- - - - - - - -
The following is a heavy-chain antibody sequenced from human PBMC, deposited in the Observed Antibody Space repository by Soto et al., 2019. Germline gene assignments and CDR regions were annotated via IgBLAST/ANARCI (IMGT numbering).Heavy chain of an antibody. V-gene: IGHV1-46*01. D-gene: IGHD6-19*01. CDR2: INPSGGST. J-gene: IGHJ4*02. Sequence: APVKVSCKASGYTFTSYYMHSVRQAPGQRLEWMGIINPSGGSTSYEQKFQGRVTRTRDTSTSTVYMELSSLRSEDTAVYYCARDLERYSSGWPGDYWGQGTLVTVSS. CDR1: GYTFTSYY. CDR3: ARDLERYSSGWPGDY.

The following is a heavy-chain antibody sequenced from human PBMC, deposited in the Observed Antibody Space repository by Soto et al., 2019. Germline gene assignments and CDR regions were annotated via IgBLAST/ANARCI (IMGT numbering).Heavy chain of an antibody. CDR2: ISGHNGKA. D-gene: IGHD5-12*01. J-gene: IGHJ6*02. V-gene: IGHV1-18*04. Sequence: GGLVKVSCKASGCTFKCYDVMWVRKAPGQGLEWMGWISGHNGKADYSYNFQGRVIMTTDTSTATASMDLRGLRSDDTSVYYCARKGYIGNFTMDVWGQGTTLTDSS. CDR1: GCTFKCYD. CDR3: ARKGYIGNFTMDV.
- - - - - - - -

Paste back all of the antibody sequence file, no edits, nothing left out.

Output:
The following is a heavy-chain antibody sequenced from human PBMC, deposited in the Observed Antibody Space repository by Soto et al., 2019. Germline gene assignments and CDR regions were annotated via IgBLAST/ANARCI (IMGT numbering).Heavy chain of an antibody. V-gene: IGHV1-46*01. D-gene: IGHD6-19*01. CDR2: INPSGGST. J-gene: IGHJ4*02. Sequence: APVKVSCKASGYTFTSYYMHSVRQAPGQRLEWMGIINPSGGSTSYEQKFQGRVTRTRDTSTSTVYMELSSLRSEDTAVYYCARDLERYSSGWPGDYWGQGTLVTVSS. CDR1: GYTFTSYY. CDR3: ARDLERYSSGWPGDY.

The following is a heavy-chain antibody sequenced from human PBMC, deposited in the Observed Antibody Space repository by Soto et al., 2019. Germline gene assignments and CDR regions were annotated via IgBLAST/ANARCI (IMGT numbering).Heavy chain of an antibody. CDR2: ISGHNGKA. D-gene: IGHD5-12*01. J-gene: IGHJ6*02. V-gene: IGHV1-18*04. Sequence: GGLVKVSCKASGCTFKCYDVMWVRKAPGQGLEWMGWISGHNGKADYSYNFQGRVIMTTDTSTATASMDLRGLRSDDTSVYYCARKGYIGNFTMDVWGQGTTLTDSS. CDR1: GCTFKCYD. CDR3: ARKGYIGNFTMDV.